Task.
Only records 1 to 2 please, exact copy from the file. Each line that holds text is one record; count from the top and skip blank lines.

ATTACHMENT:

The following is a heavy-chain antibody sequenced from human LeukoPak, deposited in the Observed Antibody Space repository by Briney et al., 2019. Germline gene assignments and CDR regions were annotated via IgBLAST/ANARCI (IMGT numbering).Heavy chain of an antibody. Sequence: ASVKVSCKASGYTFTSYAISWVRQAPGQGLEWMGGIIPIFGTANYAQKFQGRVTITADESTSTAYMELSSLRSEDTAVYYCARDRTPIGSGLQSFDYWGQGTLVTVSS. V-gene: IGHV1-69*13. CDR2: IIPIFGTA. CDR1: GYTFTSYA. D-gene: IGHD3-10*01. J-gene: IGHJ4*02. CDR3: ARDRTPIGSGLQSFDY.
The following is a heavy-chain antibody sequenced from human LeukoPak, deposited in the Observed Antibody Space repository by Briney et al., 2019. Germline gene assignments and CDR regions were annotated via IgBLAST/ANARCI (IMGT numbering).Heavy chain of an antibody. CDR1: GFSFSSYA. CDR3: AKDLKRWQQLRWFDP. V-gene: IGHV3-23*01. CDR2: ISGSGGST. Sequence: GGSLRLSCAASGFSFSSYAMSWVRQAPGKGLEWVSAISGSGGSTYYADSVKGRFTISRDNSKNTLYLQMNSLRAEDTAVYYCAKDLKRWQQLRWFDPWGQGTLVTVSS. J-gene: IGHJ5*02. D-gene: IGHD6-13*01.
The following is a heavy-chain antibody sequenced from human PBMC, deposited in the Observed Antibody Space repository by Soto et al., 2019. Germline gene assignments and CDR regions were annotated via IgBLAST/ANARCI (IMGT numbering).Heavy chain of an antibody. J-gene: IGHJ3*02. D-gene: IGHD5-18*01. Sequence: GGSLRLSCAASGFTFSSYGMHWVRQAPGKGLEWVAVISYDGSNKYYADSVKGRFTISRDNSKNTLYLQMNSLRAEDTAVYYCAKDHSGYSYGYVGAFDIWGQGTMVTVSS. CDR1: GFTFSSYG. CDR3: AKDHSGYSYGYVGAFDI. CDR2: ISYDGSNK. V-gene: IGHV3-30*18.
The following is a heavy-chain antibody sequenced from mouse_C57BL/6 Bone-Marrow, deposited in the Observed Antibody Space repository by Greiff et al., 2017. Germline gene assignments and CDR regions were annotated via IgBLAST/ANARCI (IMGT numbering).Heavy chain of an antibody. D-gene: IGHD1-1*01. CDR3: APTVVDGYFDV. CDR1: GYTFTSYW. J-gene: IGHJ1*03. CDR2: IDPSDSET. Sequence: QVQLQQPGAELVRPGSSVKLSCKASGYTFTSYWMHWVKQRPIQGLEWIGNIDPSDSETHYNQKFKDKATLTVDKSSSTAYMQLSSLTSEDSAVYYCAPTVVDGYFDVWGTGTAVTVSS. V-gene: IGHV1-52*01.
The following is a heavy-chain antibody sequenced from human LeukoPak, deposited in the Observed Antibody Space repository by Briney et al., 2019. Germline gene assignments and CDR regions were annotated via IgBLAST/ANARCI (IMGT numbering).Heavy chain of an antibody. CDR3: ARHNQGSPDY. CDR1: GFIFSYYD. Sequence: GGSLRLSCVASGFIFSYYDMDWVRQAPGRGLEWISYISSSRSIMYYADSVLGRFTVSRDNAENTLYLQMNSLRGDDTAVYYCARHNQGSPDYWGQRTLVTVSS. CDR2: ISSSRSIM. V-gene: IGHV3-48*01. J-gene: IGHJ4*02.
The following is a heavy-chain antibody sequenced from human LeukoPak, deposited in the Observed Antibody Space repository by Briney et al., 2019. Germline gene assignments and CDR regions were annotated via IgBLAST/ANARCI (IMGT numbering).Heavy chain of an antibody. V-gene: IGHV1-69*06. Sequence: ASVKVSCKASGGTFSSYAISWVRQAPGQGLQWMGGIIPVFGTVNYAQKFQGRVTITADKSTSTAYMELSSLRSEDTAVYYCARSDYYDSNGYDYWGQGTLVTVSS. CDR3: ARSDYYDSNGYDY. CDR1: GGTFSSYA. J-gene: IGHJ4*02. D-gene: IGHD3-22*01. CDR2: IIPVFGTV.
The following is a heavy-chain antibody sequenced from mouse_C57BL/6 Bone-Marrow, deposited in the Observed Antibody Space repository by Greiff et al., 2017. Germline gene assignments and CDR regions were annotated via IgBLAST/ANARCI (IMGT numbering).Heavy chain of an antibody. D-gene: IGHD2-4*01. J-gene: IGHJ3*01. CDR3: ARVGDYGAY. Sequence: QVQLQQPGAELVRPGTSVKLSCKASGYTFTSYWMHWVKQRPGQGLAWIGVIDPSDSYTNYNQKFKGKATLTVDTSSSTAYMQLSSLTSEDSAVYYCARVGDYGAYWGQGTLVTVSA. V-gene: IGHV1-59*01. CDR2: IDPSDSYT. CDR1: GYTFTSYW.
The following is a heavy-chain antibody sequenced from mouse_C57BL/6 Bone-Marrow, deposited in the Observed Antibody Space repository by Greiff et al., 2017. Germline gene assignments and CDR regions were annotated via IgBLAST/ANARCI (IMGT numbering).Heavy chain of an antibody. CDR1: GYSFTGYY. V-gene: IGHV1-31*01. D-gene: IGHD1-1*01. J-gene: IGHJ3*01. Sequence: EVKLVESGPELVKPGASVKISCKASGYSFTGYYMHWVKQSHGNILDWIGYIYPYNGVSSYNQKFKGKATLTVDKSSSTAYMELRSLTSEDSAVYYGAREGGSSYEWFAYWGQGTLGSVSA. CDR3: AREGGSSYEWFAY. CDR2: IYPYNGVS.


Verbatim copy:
The following is a heavy-chain antibody sequenced from human LeukoPak, deposited in the Observed Antibody Space repository by Briney et al., 2019. Germline gene assignments and CDR regions were annotated via IgBLAST/ANARCI (IMGT numbering).Heavy chain of an antibody. Sequence: ASVKVSCKASGYTFTSYAISWVRQAPGQGLEWMGGIIPIFGTANYAQKFQGRVTITADESTSTAYMELSSLRSEDTAVYYCARDRTPIGSGLQSFDYWGQGTLVTVSS. V-gene: IGHV1-69*13. CDR2: IIPIFGTA. CDR1: GYTFTSYA. D-gene: IGHD3-10*01. J-gene: IGHJ4*02. CDR3: ARDRTPIGSGLQSFDY.
The following is a heavy-chain antibody sequenced from human LeukoPak, deposited in the Observed Antibody Space repository by Briney et al., 2019. Germline gene assignments and CDR regions were annotated via IgBLAST/ANARCI (IMGT numbering).Heavy chain of an antibody. CDR1: GFSFSSYA. CDR3: AKDLKRWQQLRWFDP. V-gene: IGHV3-23*01. CDR2: ISGSGGST. Sequence: GGSLRLSCAASGFSFSSYAMSWVRQAPGKGLEWVSAISGSGGSTYYADSVKGRFTISRDNSKNTLYLQMNSLRAEDTAVYYCAKDLKRWQQLRWFDPWGQGTLVTVSS. J-gene: IGHJ5*02. D-gene: IGHD6-13*01.